However, in one Bankruptcy Court of the District of Utah case, the stringent federal concept of a fiduciary seems to have been relaxed. In re Norman stated:
The Court in In re Young found that while the existence of a fiduciary relationship is determined under federal law, state law is relevant to the inquiry . . .[i]n Utah, a fiduciary or confidential relationship will be found when one party, having gained the trust and confidence of another exercises extraordinary influence over the other party. In this case, it is clear that Dr. Love entrusted his assets with the Defendant, for whatever reason. It is also clear that after obtaining access to these assets, the Defendant defalcated them.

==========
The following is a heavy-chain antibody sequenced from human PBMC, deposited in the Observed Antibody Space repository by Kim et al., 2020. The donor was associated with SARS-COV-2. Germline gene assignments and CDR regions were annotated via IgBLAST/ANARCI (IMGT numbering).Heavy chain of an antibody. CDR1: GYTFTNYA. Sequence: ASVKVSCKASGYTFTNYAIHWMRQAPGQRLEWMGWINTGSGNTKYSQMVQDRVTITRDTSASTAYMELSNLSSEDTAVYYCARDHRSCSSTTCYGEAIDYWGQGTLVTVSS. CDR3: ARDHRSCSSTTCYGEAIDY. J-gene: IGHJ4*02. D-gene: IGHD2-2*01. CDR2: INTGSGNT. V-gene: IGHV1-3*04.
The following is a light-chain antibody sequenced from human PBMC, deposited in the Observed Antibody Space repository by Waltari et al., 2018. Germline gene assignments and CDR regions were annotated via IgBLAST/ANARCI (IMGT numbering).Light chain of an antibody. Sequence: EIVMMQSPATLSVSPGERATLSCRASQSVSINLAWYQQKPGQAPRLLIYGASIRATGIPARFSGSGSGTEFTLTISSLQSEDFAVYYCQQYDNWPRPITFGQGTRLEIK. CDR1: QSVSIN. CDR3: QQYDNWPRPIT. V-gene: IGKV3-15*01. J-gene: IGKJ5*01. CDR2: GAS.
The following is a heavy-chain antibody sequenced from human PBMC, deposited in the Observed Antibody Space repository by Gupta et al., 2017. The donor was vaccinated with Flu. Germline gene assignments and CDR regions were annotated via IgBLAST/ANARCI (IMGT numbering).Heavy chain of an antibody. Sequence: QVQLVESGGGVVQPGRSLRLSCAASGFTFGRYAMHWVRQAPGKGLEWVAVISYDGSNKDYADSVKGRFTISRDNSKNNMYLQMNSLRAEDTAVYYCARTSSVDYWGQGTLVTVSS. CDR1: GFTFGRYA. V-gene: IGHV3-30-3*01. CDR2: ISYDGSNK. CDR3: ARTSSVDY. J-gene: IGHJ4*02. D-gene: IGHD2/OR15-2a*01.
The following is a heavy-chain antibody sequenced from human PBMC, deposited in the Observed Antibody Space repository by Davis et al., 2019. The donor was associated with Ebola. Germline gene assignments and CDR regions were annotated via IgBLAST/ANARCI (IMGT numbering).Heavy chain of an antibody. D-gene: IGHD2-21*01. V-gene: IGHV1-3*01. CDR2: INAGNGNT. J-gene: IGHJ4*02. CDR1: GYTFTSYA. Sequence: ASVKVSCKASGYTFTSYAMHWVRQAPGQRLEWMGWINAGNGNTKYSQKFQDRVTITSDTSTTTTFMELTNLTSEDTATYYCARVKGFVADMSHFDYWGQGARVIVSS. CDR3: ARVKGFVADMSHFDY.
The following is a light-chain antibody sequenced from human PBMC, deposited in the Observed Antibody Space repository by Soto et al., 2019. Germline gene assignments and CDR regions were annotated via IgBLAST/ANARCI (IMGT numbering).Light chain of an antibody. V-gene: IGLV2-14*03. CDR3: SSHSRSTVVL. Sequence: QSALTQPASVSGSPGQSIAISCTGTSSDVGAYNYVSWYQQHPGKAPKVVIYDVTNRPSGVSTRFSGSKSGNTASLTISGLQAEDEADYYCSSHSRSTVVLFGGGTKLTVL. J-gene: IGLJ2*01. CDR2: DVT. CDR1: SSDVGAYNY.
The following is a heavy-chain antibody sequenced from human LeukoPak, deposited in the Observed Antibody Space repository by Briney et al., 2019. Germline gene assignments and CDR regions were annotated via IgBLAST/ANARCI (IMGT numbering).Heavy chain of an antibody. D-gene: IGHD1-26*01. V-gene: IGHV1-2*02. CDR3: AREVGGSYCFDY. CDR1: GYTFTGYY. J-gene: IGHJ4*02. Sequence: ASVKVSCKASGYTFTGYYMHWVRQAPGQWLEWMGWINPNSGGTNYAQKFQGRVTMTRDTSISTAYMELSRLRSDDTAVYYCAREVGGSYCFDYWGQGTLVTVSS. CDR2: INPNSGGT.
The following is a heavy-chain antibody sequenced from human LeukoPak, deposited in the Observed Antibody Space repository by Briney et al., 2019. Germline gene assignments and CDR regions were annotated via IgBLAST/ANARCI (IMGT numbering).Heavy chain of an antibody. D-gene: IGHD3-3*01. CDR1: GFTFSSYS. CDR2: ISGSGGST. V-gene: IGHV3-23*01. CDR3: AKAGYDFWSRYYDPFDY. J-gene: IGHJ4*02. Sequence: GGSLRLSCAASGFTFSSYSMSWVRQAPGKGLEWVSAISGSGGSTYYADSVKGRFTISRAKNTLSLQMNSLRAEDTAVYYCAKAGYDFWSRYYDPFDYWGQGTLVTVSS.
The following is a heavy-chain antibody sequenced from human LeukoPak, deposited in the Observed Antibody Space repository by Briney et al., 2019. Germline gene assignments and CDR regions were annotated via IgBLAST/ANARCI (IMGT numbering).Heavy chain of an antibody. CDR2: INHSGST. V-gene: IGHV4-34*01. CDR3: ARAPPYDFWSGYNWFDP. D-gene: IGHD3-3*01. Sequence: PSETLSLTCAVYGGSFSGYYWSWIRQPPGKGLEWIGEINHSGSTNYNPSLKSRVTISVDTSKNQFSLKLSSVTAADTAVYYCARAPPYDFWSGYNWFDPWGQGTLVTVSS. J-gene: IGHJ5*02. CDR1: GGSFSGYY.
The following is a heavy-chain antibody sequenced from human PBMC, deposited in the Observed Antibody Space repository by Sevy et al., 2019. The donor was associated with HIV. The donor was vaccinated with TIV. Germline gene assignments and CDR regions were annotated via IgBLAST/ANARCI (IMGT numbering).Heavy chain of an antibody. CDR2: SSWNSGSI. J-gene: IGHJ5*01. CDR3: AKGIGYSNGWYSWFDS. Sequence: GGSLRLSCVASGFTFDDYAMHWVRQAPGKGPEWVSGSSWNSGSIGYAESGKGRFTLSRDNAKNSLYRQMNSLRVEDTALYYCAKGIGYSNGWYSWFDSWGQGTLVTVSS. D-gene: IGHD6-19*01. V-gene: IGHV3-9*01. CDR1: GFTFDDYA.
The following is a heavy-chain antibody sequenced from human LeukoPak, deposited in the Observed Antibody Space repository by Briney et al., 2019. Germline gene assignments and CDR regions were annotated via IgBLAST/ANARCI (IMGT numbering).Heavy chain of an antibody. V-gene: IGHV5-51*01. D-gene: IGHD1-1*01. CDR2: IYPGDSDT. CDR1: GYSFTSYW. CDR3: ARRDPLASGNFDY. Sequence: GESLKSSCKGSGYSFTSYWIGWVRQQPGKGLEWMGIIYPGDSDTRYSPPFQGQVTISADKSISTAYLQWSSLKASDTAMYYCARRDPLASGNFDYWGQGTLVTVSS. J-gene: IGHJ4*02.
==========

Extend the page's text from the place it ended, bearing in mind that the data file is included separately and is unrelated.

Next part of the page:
2005 Bankr. LEXIS 1471, at *36-37 (Bankr. D. Utah June 3, 2005). The court, therefore, found a fiduciary relationship. If plaintiffs can show that a defendant gained their trust and confidence and exerted extraordinary influence over them, say by his or her position within the community and professed success with investment portfolios, and that he or she was therefore in a fiduciary relationship to them, then the plaintiffs could perhaps have a non-dischargeable claim under the first part of 11 U.S.C. § 523(a)(4). If and when the investors can prove defendant owed them a fiduciary duty, then the burden shifts to the defendant to provide an accounting. Storie, 216 B.R. at 288.